Jewelry maker Melissa Evans was just trying to help out her sister when she made her first cork bracelet. Her sister is vegan, and wanted a piece of jewelry made with faux leather.

Evans, owner of Gem Lounge Jewelry, says faux leather “can be tricky. A lot of times it can include some substances you might not want.” Evans had owned a Natalie Therése handbag made of cork and decided to give the material a try. She made a few vegan leather bracelets with it, “and the response was amazing.” Not only did her sister want more, so did her sister’s vegan friends.

“I really think the cork is superior to leather,” Evans said. “It is cruelty-free – you’re not hurting any animals in the process of making it – and it’s waterproof.”

The bracelets can be worn in the shower, or while doing dishes. Evans, who works out of a studio in Raymond, keeps hers on when she goes for her daily swim in Little Sebago Lake. The color holds up well in water, Evans said, and the cork becomes softer.

Cork strips are used to make a lot of products, including handbags, shoes and belts. The cork Evans uses is harvested from cork oak trees in Portugal that can live to be 200 years old. The cork is stripped from the trees every nine to 12 years, according to Evans, and harvesting does not damage the tree. The supplier she uses dyes the strips for her in 15 different colors. Then she stitches and sews them into her own designs.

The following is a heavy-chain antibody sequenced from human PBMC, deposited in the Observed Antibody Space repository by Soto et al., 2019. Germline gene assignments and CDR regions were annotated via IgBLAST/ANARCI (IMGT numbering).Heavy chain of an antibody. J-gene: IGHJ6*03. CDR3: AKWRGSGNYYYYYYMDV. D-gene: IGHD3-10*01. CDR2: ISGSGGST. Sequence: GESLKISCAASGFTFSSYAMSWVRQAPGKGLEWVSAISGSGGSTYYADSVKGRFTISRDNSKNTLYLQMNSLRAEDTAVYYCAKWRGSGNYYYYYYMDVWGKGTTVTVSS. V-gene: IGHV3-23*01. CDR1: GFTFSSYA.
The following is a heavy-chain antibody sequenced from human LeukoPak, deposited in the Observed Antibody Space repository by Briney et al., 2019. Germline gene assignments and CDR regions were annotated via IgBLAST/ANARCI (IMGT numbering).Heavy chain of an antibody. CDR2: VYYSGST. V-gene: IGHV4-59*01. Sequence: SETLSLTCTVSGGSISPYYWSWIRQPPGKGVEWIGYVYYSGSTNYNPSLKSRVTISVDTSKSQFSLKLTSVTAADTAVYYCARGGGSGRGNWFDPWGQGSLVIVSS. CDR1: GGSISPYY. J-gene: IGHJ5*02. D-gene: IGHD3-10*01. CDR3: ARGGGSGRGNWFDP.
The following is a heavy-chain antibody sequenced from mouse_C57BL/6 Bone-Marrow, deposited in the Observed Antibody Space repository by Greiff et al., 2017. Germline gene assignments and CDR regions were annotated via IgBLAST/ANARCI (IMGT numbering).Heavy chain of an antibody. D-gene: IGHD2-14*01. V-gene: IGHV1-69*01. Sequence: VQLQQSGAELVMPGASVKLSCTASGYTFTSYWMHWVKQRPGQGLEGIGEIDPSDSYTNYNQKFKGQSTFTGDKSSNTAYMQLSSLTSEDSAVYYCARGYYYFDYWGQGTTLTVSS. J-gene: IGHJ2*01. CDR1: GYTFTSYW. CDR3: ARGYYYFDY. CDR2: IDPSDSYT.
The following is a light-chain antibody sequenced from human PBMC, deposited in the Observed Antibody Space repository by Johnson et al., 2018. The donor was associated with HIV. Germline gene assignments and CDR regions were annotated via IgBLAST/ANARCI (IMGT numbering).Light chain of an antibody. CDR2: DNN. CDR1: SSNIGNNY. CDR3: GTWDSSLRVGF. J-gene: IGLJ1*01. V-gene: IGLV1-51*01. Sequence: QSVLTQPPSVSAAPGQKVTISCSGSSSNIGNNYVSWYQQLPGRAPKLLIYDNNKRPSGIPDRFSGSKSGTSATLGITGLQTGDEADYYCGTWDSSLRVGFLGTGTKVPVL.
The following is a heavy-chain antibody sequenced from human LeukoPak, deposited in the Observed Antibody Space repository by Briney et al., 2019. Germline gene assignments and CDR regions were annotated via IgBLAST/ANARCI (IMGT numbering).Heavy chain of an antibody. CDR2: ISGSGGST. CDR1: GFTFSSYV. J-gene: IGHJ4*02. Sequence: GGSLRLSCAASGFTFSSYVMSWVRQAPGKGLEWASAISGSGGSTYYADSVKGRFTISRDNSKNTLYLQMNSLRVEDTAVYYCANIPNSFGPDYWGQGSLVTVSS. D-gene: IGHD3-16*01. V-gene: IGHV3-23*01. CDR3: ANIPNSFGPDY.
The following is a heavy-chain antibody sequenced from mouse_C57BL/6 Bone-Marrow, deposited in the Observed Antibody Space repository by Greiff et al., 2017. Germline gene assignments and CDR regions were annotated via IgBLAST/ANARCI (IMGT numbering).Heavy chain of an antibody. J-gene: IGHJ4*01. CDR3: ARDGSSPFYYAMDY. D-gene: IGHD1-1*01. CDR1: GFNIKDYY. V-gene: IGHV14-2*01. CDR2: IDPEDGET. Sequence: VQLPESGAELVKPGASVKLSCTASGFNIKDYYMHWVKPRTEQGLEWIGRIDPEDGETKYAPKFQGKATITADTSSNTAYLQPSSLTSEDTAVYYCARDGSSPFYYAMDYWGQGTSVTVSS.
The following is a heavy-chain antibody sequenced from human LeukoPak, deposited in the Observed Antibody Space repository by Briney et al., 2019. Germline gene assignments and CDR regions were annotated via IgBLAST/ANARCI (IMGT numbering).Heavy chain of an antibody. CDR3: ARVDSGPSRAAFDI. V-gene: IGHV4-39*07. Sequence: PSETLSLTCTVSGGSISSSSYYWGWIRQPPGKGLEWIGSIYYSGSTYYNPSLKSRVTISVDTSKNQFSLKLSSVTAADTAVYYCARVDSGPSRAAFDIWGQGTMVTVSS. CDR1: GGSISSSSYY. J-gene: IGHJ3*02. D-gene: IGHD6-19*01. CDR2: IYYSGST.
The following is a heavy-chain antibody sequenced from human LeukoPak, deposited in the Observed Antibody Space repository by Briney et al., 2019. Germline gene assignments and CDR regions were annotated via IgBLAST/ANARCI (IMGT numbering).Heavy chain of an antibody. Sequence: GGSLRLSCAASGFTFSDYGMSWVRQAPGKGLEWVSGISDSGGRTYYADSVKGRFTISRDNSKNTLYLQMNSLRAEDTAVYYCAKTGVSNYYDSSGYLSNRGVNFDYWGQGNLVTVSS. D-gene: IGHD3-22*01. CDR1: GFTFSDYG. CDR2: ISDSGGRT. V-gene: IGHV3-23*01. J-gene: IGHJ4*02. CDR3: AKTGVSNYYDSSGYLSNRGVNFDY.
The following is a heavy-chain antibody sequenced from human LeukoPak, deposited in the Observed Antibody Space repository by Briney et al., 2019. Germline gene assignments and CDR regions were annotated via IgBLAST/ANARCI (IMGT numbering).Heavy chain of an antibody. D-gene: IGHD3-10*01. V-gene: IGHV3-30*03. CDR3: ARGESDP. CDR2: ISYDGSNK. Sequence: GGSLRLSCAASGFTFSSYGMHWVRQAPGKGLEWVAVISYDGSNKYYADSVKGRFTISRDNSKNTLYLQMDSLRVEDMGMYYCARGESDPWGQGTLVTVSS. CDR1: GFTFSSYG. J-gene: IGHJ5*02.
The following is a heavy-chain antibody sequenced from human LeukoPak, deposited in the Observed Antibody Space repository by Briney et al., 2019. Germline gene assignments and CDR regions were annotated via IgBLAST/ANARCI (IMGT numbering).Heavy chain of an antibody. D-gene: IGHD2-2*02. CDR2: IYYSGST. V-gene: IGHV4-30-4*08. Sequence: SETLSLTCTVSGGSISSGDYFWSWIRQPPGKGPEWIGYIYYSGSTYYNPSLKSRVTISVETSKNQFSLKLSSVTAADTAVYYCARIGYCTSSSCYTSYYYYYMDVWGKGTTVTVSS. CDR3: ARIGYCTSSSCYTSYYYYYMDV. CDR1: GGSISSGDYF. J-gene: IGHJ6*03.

Evans’ bracelets can have magnetic, silver or copper clasps, and are easy to put on and take off by yourself.

“We try to be a green company,” she said, “so all the metals I use are genuine metals, and they’re all recycled.” Evans sends all her scrap metal back to the manufacturer, where it’s melted down again. All of her jewelry boxes, gift cards and other packaging are made from recycled materials as well.

The bracelets, which cost $40-49, depending on the style, can be easily cleaned, if necessary, with a little dishwashing liquid, she said.

Evans isn’t vegan herself, but her bracelets have become popular with the vegan community. Her business is an official partner with People for the Ethical Treatment of Animals. Men like them, too, so Evans is in the process of putting together a men’s collection. “Waterproof is a big selling point for them,” she said. “They tend to live in jewelry.”

She’s also developing a new line of bracelets adorned with handmade porcelain beads. Those cost $65.

Evans sells her bracelets in about 75 stores around the country, including many in Maine. To find a local retailer that carries them, go to gemloungejewelry.com and type in your zip code.

— MEREDITH GOAD

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